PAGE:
A series of maneuvers is then performed to reduce the orbit to become nearly circular with a 156-mile (250-kilometer) altitude.

Approximately 30 days after launch, LADEE will begin the 40-day Commissioning Phase. 

LADEE's initial circular 250 km circular staging orbit will become approximately 200 x 300 km due to the Moon's gravity.

During the first 30 days, high altitude commissioning activities, such as the LLCD technology demonstration (Lunar Laser Communication Demonstration), prime operational phase and activation and basic checkout of the science payloads will be completed. The main goal of LLCD is proving fundamental concepts of laser communications and transferring data at a rate of 622 megabits per second (Mbps), which is about five times the current state-of-the-art from lunar distances.

LLCD will be NASA's first-step in creating a high performance space-based laser communications system. The LLCD mission consists of space-based and ground-based components. The Lunar Laser Space Terminal (LLST) is an optical communications test payload to fly aboard the LADEE Spacecraft and it will demonstrate laser communications from lunar orbit.The ground segment consists of three ground terminals that will perform high-rate communication with the LLST aboard LADEE. The primary ground terminal, the Lunar Laser Ground Terminal (LLGT) is located in White Sands, NM and was developed by MIT/Lincoln Laboratory and NASA. The ground segment also includes two secondary terminals located at NASA/JPL's Table Mountain Facility in California and the European Space Agency's El Teide Observatory in Tenerife, Spain. The main goal of LLCD is proving fundamental concepts of laser communications and transferring data at a rate of 622 megabits per second (Mbps), which is about five times the current state-of-the-art from lunar distances. Engineers expect future space missions to benefit greatly from the use of laser communications technology.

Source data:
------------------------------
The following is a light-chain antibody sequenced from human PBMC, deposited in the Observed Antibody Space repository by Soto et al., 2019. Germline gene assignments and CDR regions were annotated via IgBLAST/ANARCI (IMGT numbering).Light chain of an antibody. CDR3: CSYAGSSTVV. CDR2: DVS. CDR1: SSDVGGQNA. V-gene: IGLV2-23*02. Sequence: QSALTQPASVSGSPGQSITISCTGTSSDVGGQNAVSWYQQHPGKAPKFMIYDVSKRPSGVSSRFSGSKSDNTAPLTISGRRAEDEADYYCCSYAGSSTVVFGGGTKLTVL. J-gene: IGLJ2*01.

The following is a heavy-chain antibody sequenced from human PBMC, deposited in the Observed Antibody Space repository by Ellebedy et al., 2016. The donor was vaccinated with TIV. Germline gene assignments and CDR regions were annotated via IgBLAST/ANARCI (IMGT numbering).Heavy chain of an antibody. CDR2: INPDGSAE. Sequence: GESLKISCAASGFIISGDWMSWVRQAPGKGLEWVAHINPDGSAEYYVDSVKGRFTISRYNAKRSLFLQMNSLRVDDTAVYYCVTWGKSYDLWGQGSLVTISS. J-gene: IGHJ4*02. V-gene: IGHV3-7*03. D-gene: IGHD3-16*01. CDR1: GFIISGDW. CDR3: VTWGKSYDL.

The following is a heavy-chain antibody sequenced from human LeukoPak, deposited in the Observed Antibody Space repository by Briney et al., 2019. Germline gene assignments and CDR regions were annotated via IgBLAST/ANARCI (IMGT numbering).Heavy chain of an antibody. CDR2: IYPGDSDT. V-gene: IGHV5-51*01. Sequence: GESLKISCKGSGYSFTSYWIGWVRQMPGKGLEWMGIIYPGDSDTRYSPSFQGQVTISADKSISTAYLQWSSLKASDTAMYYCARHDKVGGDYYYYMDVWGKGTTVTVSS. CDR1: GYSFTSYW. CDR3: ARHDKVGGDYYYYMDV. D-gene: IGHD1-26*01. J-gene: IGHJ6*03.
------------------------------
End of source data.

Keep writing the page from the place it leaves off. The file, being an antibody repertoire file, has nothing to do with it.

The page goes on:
LLCD requires LADEE to very precisely maintain its pointing at the Lunar Laser Ground Terminal. In between successive orbits of Lunar Laser Space Terminal observations, the spacecraft will be oriented for best power production and thermal stability.

During the last 10 days of the commissioning period, LADEE's onboard propulsion subsystem will lower the observatory's altitude to 46.6 miles (75 km) while science payload checkout activities continue, and the first measurements of the lunar exosphere and dust properties will be performed. The commissioning phase will end when LADEE is maneuvered into a science orbit.